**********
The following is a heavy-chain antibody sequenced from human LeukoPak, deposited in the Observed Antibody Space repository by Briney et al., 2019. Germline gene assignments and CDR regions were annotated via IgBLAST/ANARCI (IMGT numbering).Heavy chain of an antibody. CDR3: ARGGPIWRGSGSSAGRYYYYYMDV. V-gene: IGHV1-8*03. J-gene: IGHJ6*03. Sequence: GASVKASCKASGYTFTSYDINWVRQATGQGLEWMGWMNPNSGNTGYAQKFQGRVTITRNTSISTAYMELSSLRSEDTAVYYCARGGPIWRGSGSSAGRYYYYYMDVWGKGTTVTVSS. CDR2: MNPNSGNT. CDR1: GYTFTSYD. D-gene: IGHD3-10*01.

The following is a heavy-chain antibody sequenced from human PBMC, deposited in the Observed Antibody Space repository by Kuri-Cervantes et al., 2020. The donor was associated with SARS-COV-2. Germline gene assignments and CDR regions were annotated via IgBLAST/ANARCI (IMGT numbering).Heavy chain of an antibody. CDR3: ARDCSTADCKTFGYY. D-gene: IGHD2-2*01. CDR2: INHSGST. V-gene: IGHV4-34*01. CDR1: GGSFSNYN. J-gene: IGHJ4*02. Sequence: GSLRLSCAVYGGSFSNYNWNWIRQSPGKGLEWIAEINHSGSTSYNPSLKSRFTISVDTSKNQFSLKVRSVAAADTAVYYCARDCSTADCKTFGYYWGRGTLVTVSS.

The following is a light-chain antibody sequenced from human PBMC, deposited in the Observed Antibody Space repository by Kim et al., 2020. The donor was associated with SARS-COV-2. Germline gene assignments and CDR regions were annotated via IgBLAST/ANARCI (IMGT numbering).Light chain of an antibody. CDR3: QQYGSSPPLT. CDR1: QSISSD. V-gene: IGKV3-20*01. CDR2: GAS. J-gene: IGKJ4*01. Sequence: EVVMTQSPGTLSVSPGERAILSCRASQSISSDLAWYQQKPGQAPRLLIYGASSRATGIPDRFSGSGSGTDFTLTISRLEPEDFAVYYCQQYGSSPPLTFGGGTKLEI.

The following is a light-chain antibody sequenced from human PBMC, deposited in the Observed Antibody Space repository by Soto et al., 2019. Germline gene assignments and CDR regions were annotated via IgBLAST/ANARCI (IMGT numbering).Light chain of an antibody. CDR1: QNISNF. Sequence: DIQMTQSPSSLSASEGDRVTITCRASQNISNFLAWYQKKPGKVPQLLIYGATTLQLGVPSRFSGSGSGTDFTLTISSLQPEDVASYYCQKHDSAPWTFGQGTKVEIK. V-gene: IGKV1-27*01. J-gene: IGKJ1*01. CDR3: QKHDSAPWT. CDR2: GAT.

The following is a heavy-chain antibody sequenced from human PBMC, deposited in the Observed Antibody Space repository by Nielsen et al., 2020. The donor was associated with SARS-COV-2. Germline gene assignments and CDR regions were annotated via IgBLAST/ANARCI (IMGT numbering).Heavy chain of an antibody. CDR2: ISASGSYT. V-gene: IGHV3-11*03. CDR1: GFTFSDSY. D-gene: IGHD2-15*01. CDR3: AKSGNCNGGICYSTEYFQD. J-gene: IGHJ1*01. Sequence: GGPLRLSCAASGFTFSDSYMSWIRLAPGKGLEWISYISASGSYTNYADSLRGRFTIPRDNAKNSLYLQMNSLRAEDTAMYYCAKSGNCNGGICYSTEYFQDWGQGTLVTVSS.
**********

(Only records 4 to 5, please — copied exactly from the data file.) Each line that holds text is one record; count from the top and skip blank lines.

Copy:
The following is a light-chain antibody sequenced from human PBMC, deposited in the Observed Antibody Space repository by Soto et al., 2019. Germline gene assignments and CDR regions were annotated via IgBLAST/ANARCI (IMGT numbering).Light chain of an antibody. CDR1: QNISNF. Sequence: DIQMTQSPSSLSASEGDRVTITCRASQNISNFLAWYQKKPGKVPQLLIYGATTLQLGVPSRFSGSGSGTDFTLTISSLQPEDVASYYCQKHDSAPWTFGQGTKVEIK. V-gene: IGKV1-27*01. J-gene: IGKJ1*01. CDR3: QKHDSAPWT. CDR2: GAT.

The following is a heavy-chain antibody sequenced from human PBMC, deposited in the Observed Antibody Space repository by Nielsen et al., 2020. The donor was associated with SARS-COV-2. Germline gene assignments and CDR regions were annotated via IgBLAST/ANARCI (IMGT numbering).Heavy chain of an antibody. CDR2: ISASGSYT. V-gene: IGHV3-11*03. CDR1: GFTFSDSY. D-gene: IGHD2-15*01. CDR3: AKSGNCNGGICYSTEYFQD. J-gene: IGHJ1*01. Sequence: GGPLRLSCAASGFTFSDSYMSWIRLAPGKGLEWISYISASGSYTNYADSLRGRFTIPRDNAKNSLYLQMNSLRAEDTAMYYCAKSGNCNGGICYSTEYFQDWGQGTLVTVSS.